07 Feb 2023
Controlling quantum properties could assist microscopy and computation.University of Cambridge, the Technion–Israel Institute of Technology and the University of Vienna has proposed new mechanisms for the creation of "quantum light" at high energies.
Published in Nature Physics, the findings could help engineers to more easily create and utilize light whose quantum properties are controlled over a broad range of frequencies.
Previous research in this topic has included a project at Tampere University which showed that limiting the number of photons in particular quantum states can produce a light beam that behaves differently to standard focused laser beams, potentially valuable for sensitive distance measurement.
Elsewhere a team at Macquarie University has used thin semiconductor films to convert laser light into single photons with particular quantum signatures, which could be useful in single photon emitters for encryption and computing.
The new project aimed in particular to create quantum light over a broader spectral range than has usually been the case, addressing the limitation whereby sources producing light over broad ranges are usually capable of only classical emission. It did so by treating the emission as a form of many-body problem, made up of multiple individual contributing systems.
According to the team, applying a laser to a collection of emitters can turn low-frequency input into high-frequency output thanks to a phenomenon whereby electrons ripped away from the emitters then recombine with them and release excess energy as light. This usually involves those emitters being independent from one another, creating output with no major quantum fluctuations.
"We wanted to study a system where the emitters are not independent, but correlated, so that the state of one particle tells you something about the state of another," said Andrea Pizzi of the research carried out at Cambridge's Cavendish Laboratory. "In this case, the output light starts behaving very differently, and its quantum fluctuations become highly structured and potentially more useful."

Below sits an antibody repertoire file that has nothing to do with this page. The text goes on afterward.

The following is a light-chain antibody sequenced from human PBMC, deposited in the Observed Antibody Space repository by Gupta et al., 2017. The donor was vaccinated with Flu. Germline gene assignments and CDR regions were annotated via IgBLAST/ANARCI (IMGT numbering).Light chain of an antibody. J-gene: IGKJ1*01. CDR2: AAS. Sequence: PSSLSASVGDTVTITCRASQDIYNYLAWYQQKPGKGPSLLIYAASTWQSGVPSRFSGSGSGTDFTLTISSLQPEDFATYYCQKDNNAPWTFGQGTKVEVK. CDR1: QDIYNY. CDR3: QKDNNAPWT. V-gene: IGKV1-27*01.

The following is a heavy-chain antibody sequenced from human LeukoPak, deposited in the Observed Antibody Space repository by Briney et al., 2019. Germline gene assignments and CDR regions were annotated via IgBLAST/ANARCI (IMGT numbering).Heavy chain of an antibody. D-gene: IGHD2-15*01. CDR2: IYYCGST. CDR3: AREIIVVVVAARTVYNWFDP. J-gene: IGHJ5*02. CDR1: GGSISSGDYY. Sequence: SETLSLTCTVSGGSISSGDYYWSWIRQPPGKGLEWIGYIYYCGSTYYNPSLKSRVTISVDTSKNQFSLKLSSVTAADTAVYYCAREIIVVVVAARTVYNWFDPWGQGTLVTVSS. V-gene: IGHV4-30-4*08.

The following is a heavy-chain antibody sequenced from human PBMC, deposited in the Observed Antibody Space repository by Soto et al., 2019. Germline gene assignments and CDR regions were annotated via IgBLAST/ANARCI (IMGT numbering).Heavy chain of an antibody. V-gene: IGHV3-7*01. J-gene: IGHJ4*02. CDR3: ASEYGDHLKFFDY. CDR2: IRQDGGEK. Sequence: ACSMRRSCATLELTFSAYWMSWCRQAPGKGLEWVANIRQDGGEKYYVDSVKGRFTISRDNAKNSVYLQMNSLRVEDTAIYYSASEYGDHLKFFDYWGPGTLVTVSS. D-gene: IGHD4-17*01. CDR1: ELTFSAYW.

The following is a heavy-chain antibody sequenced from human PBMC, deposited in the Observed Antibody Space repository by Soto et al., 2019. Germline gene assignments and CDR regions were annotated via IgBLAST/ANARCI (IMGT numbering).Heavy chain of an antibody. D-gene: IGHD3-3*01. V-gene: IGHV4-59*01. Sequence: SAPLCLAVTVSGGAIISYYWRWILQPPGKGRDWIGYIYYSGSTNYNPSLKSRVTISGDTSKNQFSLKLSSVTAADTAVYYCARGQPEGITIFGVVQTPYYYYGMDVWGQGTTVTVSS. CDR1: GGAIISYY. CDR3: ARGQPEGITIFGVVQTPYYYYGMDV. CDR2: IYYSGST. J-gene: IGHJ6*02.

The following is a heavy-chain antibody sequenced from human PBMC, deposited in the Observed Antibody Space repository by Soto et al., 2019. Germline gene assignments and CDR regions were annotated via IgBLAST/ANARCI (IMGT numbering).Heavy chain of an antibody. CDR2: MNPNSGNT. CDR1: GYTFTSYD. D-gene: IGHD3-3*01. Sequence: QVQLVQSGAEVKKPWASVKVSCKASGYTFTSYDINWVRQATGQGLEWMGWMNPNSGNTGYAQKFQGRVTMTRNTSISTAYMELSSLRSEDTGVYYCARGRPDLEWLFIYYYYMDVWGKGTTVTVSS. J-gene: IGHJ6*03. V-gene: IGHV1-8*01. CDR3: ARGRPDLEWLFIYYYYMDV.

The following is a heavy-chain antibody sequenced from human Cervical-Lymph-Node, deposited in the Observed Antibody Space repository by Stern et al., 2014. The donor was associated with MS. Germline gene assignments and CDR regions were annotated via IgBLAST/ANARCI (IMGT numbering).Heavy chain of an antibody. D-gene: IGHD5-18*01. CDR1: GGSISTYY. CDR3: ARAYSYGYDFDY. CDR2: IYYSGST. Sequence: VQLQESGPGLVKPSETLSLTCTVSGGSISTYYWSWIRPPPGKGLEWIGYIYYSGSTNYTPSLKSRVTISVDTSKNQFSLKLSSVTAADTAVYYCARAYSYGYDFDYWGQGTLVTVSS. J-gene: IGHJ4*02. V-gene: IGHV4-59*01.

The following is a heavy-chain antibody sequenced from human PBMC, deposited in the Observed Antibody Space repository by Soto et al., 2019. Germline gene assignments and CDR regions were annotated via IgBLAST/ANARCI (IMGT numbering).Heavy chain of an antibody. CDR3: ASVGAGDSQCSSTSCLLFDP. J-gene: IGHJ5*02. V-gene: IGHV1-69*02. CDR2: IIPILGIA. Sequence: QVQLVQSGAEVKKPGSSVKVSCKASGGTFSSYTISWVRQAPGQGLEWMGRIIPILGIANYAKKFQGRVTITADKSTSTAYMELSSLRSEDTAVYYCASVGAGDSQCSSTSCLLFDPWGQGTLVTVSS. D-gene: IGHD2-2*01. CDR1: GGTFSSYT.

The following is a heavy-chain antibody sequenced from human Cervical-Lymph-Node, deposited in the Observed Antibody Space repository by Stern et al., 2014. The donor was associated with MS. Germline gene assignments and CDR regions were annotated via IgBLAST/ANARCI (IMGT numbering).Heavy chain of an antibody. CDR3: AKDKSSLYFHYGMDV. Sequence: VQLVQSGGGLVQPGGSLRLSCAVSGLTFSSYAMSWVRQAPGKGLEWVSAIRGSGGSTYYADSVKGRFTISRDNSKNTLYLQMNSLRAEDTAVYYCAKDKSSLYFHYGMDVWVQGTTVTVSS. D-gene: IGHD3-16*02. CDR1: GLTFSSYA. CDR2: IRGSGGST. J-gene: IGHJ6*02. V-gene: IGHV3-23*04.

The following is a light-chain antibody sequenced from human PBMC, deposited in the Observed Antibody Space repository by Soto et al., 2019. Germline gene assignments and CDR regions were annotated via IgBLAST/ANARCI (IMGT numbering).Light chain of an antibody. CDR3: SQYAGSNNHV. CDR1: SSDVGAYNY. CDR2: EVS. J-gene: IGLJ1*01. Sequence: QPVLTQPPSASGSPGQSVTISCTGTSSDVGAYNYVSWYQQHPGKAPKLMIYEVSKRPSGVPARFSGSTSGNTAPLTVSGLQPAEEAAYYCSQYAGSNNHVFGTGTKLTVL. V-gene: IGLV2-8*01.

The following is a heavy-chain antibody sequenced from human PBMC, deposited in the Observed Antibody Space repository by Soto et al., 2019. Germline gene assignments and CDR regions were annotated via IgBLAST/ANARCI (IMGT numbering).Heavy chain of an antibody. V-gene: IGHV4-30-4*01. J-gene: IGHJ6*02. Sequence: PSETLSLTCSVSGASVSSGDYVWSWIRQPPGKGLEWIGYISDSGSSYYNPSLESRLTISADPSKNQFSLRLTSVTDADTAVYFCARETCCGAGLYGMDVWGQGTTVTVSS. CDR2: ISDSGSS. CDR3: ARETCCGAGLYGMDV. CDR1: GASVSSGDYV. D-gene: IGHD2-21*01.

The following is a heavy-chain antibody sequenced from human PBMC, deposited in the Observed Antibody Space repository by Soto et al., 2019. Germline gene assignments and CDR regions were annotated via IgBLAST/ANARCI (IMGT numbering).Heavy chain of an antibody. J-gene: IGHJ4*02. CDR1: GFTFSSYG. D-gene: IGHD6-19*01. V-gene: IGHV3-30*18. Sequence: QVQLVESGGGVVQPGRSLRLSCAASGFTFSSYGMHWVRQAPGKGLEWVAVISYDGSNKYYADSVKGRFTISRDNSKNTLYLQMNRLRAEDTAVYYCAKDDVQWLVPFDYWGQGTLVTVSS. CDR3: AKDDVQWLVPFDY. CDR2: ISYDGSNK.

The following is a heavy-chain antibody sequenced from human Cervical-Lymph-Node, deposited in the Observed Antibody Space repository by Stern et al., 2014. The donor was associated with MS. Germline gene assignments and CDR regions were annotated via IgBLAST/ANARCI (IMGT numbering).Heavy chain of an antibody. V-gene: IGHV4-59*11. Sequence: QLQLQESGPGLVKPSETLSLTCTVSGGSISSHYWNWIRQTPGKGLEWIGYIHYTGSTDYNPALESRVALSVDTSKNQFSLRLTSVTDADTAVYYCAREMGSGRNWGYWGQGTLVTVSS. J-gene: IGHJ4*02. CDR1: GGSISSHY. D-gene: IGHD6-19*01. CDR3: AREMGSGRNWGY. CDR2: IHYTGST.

Quantum fluctuations as a practical resource
According to the team's Nature Physics paper, correlations among the emitters then create non-classical many-photon states of light, in particular through the non-linear phenomenon of high-harmonic generation, which can cause photons to be emitted at multiples of the driving field frequency.
Such non-classical effects in the resulting light can include "doubly peaked photon statistics, ring-shaped Wigner functions and correlations between harmonics," commented the project, which also devised some suggested experimental schemes to induce and control these effects.
"We worked for months to get the equations cleaner and cleaner, until we got to the point where we could describe the connection between the output light and the input correlations with just one compact equation," said Pizzi, who is now based at Harvard University.
"Quantum fluctuations make quantum light harder to study but also more interesting, and if correctly engineered, quantum fluctuations can be a resource. Controlling the state of quantum light could enable new techniques in microscopy and quantum computation."